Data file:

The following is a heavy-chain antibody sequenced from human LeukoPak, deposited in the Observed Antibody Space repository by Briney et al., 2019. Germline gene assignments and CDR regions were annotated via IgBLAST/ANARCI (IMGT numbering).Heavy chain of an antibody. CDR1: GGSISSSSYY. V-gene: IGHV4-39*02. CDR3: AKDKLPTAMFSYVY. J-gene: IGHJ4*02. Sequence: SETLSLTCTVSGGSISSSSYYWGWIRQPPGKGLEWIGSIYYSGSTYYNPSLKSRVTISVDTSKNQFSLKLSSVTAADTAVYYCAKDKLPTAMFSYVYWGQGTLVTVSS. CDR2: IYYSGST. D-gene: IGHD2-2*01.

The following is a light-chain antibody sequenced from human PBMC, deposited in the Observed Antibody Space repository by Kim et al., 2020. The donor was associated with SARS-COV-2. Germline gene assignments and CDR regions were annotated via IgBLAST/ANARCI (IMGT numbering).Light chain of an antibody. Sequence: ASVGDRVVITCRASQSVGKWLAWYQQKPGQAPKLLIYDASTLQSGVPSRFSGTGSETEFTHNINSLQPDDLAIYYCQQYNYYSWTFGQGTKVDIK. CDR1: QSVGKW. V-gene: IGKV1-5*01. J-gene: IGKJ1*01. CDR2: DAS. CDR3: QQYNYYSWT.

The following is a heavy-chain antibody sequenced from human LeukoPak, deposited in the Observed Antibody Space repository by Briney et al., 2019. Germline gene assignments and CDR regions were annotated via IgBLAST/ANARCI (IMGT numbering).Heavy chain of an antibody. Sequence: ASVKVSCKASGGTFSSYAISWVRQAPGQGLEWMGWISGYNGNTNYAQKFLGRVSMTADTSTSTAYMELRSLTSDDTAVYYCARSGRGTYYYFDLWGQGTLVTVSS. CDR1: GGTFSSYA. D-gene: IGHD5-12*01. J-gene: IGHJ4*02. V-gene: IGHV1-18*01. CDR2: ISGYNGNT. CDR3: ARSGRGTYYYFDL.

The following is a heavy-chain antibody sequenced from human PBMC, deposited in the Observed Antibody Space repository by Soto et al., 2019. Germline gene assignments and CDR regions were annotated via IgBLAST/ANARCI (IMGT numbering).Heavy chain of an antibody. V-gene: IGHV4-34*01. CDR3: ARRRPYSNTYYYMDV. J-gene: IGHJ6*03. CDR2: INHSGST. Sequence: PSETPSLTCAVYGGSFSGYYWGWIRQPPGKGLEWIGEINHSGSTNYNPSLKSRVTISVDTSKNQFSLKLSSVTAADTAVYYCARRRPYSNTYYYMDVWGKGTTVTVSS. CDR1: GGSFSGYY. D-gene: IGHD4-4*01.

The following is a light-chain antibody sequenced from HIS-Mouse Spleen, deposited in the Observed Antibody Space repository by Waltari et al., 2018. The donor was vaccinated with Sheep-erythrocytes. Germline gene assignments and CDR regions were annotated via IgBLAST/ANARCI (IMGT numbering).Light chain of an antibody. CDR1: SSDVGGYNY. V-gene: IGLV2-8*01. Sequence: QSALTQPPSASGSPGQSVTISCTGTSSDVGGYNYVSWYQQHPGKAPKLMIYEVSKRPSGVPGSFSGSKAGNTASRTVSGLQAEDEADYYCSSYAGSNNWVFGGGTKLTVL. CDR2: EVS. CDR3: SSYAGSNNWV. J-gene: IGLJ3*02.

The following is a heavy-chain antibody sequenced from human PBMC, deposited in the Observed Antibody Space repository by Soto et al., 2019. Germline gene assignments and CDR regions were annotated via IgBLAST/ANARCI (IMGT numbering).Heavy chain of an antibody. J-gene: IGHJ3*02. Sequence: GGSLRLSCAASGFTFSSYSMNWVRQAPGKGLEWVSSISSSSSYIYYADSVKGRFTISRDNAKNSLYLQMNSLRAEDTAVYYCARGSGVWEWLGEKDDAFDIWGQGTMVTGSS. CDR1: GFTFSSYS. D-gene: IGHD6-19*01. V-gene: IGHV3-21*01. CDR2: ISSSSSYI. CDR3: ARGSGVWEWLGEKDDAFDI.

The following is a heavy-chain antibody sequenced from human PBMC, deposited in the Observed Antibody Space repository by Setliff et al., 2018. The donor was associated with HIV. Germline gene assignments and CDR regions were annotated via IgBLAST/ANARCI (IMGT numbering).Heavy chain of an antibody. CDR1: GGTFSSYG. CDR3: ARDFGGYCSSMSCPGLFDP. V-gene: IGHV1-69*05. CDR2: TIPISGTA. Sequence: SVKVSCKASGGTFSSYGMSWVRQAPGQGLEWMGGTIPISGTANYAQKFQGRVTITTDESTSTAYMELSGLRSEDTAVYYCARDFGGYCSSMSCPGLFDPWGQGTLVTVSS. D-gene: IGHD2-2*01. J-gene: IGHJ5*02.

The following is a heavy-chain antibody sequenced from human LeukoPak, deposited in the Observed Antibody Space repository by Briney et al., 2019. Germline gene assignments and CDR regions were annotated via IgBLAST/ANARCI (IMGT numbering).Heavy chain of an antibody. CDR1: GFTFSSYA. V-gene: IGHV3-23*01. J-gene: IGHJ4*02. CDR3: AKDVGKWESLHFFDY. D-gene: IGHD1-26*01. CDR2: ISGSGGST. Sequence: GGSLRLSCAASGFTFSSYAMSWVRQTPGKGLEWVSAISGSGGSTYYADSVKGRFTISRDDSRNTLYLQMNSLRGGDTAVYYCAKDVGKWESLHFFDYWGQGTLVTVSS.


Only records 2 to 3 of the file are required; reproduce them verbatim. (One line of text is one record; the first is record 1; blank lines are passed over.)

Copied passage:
The following is a light-chain antibody sequenced from human PBMC, deposited in the Observed Antibody Space repository by Kim et al., 2020. The donor was associated with SARS-COV-2. Germline gene assignments and CDR regions were annotated via IgBLAST/ANARCI (IMGT numbering).Light chain of an antibody. Sequence: ASVGDRVVITCRASQSVGKWLAWYQQKPGQAPKLLIYDASTLQSGVPSRFSGTGSETEFTHNINSLQPDDLAIYYCQQYNYYSWTFGQGTKVDIK. CDR1: QSVGKW. V-gene: IGKV1-5*01. J-gene: IGKJ1*01. CDR2: DAS. CDR3: QQYNYYSWT.

The following is a heavy-chain antibody sequenced from human LeukoPak, deposited in the Observed Antibody Space repository by Briney et al., 2019. Germline gene assignments and CDR regions were annotated via IgBLAST/ANARCI (IMGT numbering).Heavy chain of an antibody. Sequence: ASVKVSCKASGGTFSSYAISWVRQAPGQGLEWMGWISGYNGNTNYAQKFLGRVSMTADTSTSTAYMELRSLTSDDTAVYYCARSGRGTYYYFDLWGQGTLVTVSS. CDR1: GGTFSSYA. D-gene: IGHD5-12*01. J-gene: IGHJ4*02. V-gene: IGHV1-18*01. CDR2: ISGYNGNT. CDR3: ARSGRGTYYYFDL.